AREA MONOTONE AXIOM:

If R1, R2 are two polygonal regions such that R1 is a part of R2, then

ar(R1 ) ≤ ar(R2)

i.e. In the given figure region, ABCD is the part of region PQRS, which means In the next figure (below) the region, the vertices A, B, C, D of parallelogram ABCD coincide with the vertices P, Q, R, S of the parallelogram PQRS. The third possibility for figure ABCD and PQRS is But in this case, ar(ABCD) >ar(PQRS) and PQRS is the part of ABCD which is not held by the statement of the axiom. So, this case shall not be considered.

If a planer region formed by a figure T is made up of two non-overlapping planar regions formed by figures P and Q, then ar (T)=ar (P)+ar (Q). In the figure above, ar(ABCD) = ar(∆ADB) + ar(∆BCD

## Figures on the same base and between the same parallels

Chapter 9      -  Areas of parallelograms and triangles

### Figures on the same base and between the same parallels

Figures on the same base and between the same parallels

Two triangles with common base EF. Two figures are between two parallels AB & CD but have different bases’ length. Two figures with common base XY and between two parallels XY & PQ. “So, two figures are said to be on the same base and between same parallels, if they have a common base (side) and the vertices (or the vertex) opposite to the common base of each figure lie on a line parallel to the base”. [As shown in the figure above]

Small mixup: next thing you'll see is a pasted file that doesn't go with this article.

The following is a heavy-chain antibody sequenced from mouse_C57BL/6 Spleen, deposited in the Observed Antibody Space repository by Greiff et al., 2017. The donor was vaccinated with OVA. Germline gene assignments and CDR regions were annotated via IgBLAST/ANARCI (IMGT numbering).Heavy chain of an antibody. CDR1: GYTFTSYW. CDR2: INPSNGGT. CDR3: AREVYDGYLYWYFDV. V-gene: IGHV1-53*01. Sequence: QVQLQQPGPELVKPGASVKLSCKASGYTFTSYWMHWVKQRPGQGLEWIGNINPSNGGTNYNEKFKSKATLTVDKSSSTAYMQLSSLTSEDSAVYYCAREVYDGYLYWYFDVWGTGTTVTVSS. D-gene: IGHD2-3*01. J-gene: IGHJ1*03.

Example: Choose which of the following figures lie on the same base and between the same parallels. For such a figure, write the common base and the two parallels. Solution:

I. Rectangle ABCD and trapezium EFCD are on the same base CD but they are not between the same parallels.

II. Parallelogram PQRS and ∆ ROQ are on the same base RQ and between the same parallel lines PS and QR.

III. Parallelogram EFGH and pentagon UVWXY are between the same parallel EF and HG but they are not on the same base.

IV. Parallelogram ABCD and parallelogram MNCD lie between the same parallels AB and CD and they have common base CD.

RECTANGLE AREA AXIOM

If ABCD is a rectangular region such that AB = a units and BC = b units in length, then CONGRUENT AREA AXIOM

Consider two ∆ ABC and ∆ DEF which are congruent to each other. Now, we calculate the area of ∆ ABC, then we get